Retail investors and traders are for the most part blissfully ignorant of how their orders are processed. They buy, sell, and see their account balance either increase or decrease. Or they track open profits and losses. Some days even this seems like far too much information. And, if we are to believe Nicolas Darvas (How I Made $2,000,000 in the Stock Market), it may well be.

For people who work in the capital markets, however, understanding the anatomy of a trade is of vital importance because it sheds light on how banks and trading firms are structured. Where do risk managers fit in? What does the back office do? It is this kind of understanding that Robert Baker aims to impart in The Trade Lifecycle: Behind the Scenes of the Trading Process, 2d ed. (Wiley, 2015).

He pays special attention to the role of technology in the trading progress, which makes perfect sense since it’s an increasingly important part of finance. For instance, as of this past April, of about 33,000 full-time employees at Goldman Sachs, 9,000 of them were engineers and programmers. Goldman had more tech employees than Facebook. As the Business Insider article which reported these figures noted, “The massive on-boarding of tech talent shows just how seriously investment banks regard technology as a means of security and infrastructure.”

Baker’s book may not be a page turner, but it is a useful outline of how firms develop, arrange, test, approve, monitor, report, and audit trades.

Sunday, November 15, 2015

Ursone, How to Calculate Options Prices and Their Greeks

Those option traders who care about the Greeks (and not all do) normally rely on trading platforms for their calculated values. Why do the calculations yourself when an algorithm can do it for you? Just as no adult works out a long division problem on paper, almost no option trader bothers to use the Black Scholes model to solve for a value that he can find by plugging a few numbers into an online calculator.

The problem with taking this shortcut is that most option traders don’t understand how their positions can change prior to expiration. They don’t know what’s under the hood. And, unlike driving a car from point A to point B, where the road is relatively straight, the car is reliable, and you can arrive safely at your destination in blissful ignorance of how the parts of the car work, trading options without any knowledge of how the Greeks affect both one another and the price of options can be lethal.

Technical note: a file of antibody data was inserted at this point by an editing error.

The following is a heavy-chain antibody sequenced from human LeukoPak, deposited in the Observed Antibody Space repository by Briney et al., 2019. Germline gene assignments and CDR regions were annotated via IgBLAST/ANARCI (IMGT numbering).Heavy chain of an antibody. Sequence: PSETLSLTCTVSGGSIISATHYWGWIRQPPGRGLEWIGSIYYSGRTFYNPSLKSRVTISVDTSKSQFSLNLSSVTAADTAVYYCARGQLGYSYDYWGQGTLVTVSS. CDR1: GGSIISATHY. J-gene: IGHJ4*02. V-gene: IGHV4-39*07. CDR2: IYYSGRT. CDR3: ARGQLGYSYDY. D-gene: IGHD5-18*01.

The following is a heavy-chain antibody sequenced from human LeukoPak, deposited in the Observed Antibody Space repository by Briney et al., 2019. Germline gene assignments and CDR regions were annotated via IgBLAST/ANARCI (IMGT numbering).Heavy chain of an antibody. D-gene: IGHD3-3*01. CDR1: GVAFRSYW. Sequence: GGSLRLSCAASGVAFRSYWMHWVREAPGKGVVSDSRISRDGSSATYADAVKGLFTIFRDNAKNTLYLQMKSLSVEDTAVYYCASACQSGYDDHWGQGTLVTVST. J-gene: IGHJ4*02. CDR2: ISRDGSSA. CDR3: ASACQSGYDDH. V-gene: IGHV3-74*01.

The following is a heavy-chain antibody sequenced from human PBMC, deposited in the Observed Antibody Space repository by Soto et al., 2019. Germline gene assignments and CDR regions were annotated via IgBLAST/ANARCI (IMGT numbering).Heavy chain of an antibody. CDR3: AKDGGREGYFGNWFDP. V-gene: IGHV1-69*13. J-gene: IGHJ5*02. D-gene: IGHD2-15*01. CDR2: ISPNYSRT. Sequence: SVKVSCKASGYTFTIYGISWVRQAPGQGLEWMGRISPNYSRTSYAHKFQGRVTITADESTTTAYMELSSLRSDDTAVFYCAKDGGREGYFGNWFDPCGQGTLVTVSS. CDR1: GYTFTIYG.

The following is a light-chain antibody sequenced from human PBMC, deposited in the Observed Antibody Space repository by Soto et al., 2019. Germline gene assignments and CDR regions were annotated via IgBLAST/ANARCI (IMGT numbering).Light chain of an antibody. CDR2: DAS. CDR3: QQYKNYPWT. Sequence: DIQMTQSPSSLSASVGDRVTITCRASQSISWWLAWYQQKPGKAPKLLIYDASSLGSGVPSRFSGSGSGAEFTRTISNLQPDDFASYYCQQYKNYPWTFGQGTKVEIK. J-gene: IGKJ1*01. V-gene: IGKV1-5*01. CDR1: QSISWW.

Pierino Ursone’s How to Calculate Options Prices and Their Greeks: Exploring the Black Scholes Model from Delta to Vega (Wiley, 2015) sets out to fill this void. It requires no advanced math skills (though occasionally it invokes Excel to make the reader’s life easier) but instead offers mostly back of the envelope calculations.

For instance, the 20% to 80% delta region is almost linear. “This linearity promotes working with a lot of rules of thumb and easy derivations for the Greeks. It is a strong tool for being able to come up with values for the Greeks without applying the option model.” (p. 79)

The book is not for beginning option traders, but at the same time I don’t think one should wait too long before tackling the material it covers. I personally learned quite a bit from it, much of practical value. And it’s book I’ll keep around for when I need a refresher course.

Thursday, November 12, 2015

Support your local sheriff / blogger

With the holiday shopping season nigh upon us, I think it’s an appropriate time to thank those readers from the United States who have used this blog as a launch pad for their Amazon shopping. I would also like to encourage readers (U.S. only; I don’t have bank accounts elsewhere) who haven’t already done so to consider joining my supporters.

In case you don’t know how the system works, I get a small referral fee for anything you buy during your shopping session after you’ve clicked on one of my book links or used the Amazon search box on the right-hand side bar—it could be electronics, clothing, pet supplies, you name it. It costs you absolutely nothing, and it gives me another incentive, however financially modest, to keep on blogging.

Thanks very much. I really appreciate your support.